Posted on October 16th, 2015

Today's creative style journey is with the quirky, fun and wonderful Lauren Lowen. I met Lauren in Make Art that Sells class a few years ago and now we are both represented by the great Jennifer Nelson! I love Lauren's sense of humor, her fabulous color sense and gorgeous textures. She also is a RISD grad so we have that connection too. Its fantastic to see the development of her work. She also writes very informative and interesting blog posts that you might like to check out on her website.

How did you arrive at the style you working in currently?

 My style definitely took many years and phases to develop (I like to say style is like a soup- you throw many different ingredients in a pot and let them simmer together for a long time).

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Growing up, I was influenced by a lot of the comics and video games my brother had lying around in the house, as well as pop culture in general. Then in high school I discovered artists such as Egon Schiele and Alberto Giacometti. They used a lot of organic line work and abstraction in their art, which really appealed to me. Now I understand how those two interests have merged over time, but back then it all seemed kind of random.

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When I went to get my degree at The Rhode Island School of Design, I had no idea I would end up declaring Illustration as a major! The department was very broad in its approach, and it made me feel like I could explore many different creative avenues. I was lucky that the program and my instructors believed that students should experiment and try new things while they are in a classroom setting. There was never any pressure to have a “style” before graduation, because I think they were wise enough to know that so much of that process happens after graduation and through out your career. Because of this, I was always investigating new things in my projects. Mainly, I would switch back and forth between a more rendered look and another method that was based more on line work.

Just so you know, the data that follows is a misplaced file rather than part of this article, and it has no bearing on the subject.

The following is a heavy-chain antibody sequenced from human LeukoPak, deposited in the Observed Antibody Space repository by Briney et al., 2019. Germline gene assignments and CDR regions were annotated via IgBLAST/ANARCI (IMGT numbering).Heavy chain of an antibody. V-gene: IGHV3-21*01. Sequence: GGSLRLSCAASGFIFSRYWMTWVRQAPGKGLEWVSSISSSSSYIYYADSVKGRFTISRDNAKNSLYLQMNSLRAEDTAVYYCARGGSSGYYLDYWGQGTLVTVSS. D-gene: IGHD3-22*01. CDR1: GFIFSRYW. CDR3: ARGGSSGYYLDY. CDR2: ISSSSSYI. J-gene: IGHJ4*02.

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Many of my peers went on to illustrate and create characters for comic books and the video game industry, so I’d be lying if I didn’t say that didn’t effect me to some degree during my college years (meaning the quirkier stuff sometimes took a backseat). My peers and instructors always loved the eccentric doodles and characters I would draw in my sketchbook, but I had a hard time applying that to traditional illustration markets and my assignments.

After graduation, it was a little weird to think “wow, now I can just make any art I want to make!”. It still took some time to figure out what that exactly was, but in the end the more playful, quirky line work took over. I did mostly illustrations for books and magazines. You may think it was art for children, but actually it was more for alternative or independent magazines- clients who wanted fun art for a slightly off-beat, colorful audience.

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Eventually I learned about art licensing, and I thought that was the perfect fit for my art, which was heavy on characters…silly…art that you could see on products like greeting cards and kid’s clothing, etc. I took a job at a company in the gift & stationery industry (C.R. Gibson) to learn more and realized that my sense of humor was a valuable skill, so I quickly learned to embrace that in my art. The other big thing that happened to me at that job was that I had to become extremely knowledgeable about the adobe suite. As a result, I became much more confident with my digital skills, which opened up a whole new creative playground for me (before that, I was working in gouache). In fact, I’ve told people that becoming a digital artist has made me a better traditional painter, because over time I have become less timid due to the experimentation that occurs in Photoshop and such. That brings us to today, where I like to combine textures and mark making with strong line work, all through whimsical and quirky subject matter.

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Are there any other styles or techniques you are playing and experimenting with now that you think will incorporate into your work?

 

Lately, I have been experimenting with different degrees of line work and color in my artwork. Maybe one piece will have so many colors in it that I loose count…and then the next one will have just four. Sometimes I skip the line work in some areas of a piece, so it’s a mixture of crisp lines and shapes that have less contrast.

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It’s been a fun past year as I mix it up! Other than that, I would say the biggest thing I’ve been playing around with is subject matter. For instance, I never thought I could do pretty florals or lettering, but in the last months I’ve surprised myself by tackling those things. I just had to figure out what my version of florals and lettering looked like! It’s been a lot of fun.

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See more of Lauren's work here.

It's so interesting Lauren! Thanks so much for participating!